by Alma McCarty
Imagine logging onto your computer. You click the Firefox button and open your browser. You go to Google only to see that you cannot.
“Must be a mistake,” you think to yourself, “or maybe it’s this faulty connection.”
You start to silently curse the WiFi gods for this miniature disaster when you realize that SOPA, the Stop Online Piracy Act, has been put into effect.
Google is a goner and Yahoo, too. And for the two people who actually use Bing, well there’s a solid chance that it’s cashed in its chips a little earlier than expected.
But why are these websites we hold so near and dear in a time of searching need suddenly censored? Because, as a search engine, Google contains links to other websites with potentially illegal material, such as pirated music and movies. This is something we all know already. Chances are, many of us have been to a few, even downloaded music for free. We’d like to think this is harmless, that one or two illegally downloaded items can’t hurt. We are so used to the fact that we have pretty much total freedom on the Internet to search and surf as much as we desire.
But flash-forward to a time where the Internet isn’t so wild and free: it’s a desolate, soulless, post-apocalyptic place with censored material everywhere.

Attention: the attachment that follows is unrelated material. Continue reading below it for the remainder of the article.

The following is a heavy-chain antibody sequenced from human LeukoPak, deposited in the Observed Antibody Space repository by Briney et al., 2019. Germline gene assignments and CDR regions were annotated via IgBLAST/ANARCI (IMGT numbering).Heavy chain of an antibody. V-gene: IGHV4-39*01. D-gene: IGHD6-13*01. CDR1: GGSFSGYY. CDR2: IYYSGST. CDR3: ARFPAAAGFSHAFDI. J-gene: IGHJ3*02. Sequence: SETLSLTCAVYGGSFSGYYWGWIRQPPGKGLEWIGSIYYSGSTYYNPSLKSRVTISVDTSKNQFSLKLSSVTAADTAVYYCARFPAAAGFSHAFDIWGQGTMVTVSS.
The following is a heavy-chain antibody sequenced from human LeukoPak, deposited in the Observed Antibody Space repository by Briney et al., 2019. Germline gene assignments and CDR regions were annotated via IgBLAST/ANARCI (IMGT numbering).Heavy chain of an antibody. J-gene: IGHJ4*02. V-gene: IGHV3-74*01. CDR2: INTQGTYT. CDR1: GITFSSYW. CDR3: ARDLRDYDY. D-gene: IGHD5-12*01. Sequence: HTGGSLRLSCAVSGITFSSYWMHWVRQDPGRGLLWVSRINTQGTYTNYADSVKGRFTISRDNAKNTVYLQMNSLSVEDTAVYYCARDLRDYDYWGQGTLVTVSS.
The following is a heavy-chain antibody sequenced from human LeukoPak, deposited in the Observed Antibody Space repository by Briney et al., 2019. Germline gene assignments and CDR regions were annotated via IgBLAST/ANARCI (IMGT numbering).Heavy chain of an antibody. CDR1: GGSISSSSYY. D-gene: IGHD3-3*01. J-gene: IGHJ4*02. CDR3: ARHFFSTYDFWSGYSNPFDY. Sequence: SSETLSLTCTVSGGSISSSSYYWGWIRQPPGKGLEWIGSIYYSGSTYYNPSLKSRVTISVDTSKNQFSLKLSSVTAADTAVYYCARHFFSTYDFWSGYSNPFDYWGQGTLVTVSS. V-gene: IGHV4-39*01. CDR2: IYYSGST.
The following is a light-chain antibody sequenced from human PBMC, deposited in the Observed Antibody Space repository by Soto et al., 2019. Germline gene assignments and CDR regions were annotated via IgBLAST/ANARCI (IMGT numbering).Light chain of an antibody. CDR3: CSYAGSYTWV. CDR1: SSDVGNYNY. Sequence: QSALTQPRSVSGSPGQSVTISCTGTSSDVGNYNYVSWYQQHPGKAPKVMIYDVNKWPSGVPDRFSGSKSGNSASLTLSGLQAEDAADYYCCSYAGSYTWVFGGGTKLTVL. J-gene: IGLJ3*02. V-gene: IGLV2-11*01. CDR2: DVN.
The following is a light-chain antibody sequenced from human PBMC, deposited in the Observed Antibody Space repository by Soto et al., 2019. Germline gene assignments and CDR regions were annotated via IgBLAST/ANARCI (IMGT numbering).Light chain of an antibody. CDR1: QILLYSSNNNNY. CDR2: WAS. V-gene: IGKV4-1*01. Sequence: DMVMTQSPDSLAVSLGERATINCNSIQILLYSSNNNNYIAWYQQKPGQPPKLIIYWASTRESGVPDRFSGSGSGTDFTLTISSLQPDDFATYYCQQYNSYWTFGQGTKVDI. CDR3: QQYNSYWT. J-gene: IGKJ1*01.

SOPA, in partnership with its less worldly cousin PIPA, the Protect Intellectual Property Act, will hold serious power if passed by Congress. Long story short, these proposed bills would give legal power to sue search engines, censor websites, and shut down anything with a link to a link to illegal material.
Now, I’m not a huge techie but even I know this is bad. Potentially, some little kid in Middle-of-Nowhere, USA, could be sued by a major company because it is “copyright infringement.” Goodbye, YouTube.
Tonight, several websites including Wikipedia and Reddit are going on strike by blacking out, protesting SOPA and PIPA. Google will not go completely dark, but rather will post a protest link on the homepage.
Google is quoted in a Computerworld article stating “”Like many businesses, entrepreneurs and web users, we oppose these bills because there are smart, targeted ways to shut down foreign rogue websites without asking American companies to censor the Internet. So tomorrow we will be joining many other tech companies to highlight this issue on our US home page.”
Basically, the Internet companies are angered because the government will allegedly take control of the Internet; a monster, which the masses believed could not be tamed. Other companies just want copyrights to be accounted for, but this course of action seems too extreme for my taste.
Stealing is wrong, but isn’t there another way? What do you think?